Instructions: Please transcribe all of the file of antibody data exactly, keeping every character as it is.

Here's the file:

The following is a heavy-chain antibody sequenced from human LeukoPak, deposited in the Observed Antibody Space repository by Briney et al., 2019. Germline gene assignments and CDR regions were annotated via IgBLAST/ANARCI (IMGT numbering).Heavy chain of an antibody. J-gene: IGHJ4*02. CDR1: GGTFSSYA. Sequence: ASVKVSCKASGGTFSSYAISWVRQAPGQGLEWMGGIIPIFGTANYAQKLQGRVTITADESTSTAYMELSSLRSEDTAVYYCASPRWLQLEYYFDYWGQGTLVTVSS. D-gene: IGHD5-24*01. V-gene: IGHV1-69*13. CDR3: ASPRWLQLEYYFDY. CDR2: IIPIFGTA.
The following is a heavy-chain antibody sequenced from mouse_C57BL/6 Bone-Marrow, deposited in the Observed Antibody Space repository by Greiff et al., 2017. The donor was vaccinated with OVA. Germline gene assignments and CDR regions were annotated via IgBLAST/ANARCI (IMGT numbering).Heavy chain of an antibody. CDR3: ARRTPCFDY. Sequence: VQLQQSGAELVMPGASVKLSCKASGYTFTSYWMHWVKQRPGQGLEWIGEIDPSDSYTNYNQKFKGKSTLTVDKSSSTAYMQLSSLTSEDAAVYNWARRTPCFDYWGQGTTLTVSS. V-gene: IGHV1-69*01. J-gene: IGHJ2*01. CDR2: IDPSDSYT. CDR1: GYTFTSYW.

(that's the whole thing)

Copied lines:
The following is a heavy-chain antibody sequenced from human LeukoPak, deposited in the Observed Antibody Space repository by Briney et al., 2019. Germline gene assignments and CDR regions were annotated via IgBLAST/ANARCI (IMGT numbering).Heavy chain of an antibody. J-gene: IGHJ4*02. CDR1: GGTFSSYA. Sequence: ASVKVSCKASGGTFSSYAISWVRQAPGQGLEWMGGIIPIFGTANYAQKLQGRVTITADESTSTAYMELSSLRSEDTAVYYCASPRWLQLEYYFDYWGQGTLVTVSS. D-gene: IGHD5-24*01. V-gene: IGHV1-69*13. CDR3: ASPRWLQLEYYFDY. CDR2: IIPIFGTA.
The following is a heavy-chain antibody sequenced from mouse_C57BL/6 Bone-Marrow, deposited in the Observed Antibody Space repository by Greiff et al., 2017. The donor was vaccinated with OVA. Germline gene assignments and CDR regions were annotated via IgBLAST/ANARCI (IMGT numbering).Heavy chain of an antibody. CDR3: ARRTPCFDY. Sequence: VQLQQSGAELVMPGASVKLSCKASGYTFTSYWMHWVKQRPGQGLEWIGEIDPSDSYTNYNQKFKGKSTLTVDKSSSTAYMQLSSLTSEDAAVYNWARRTPCFDYWGQGTTLTVSS. V-gene: IGHV1-69*01. J-gene: IGHJ2*01. CDR2: IDPSDSYT. CDR1: GYTFTSYW.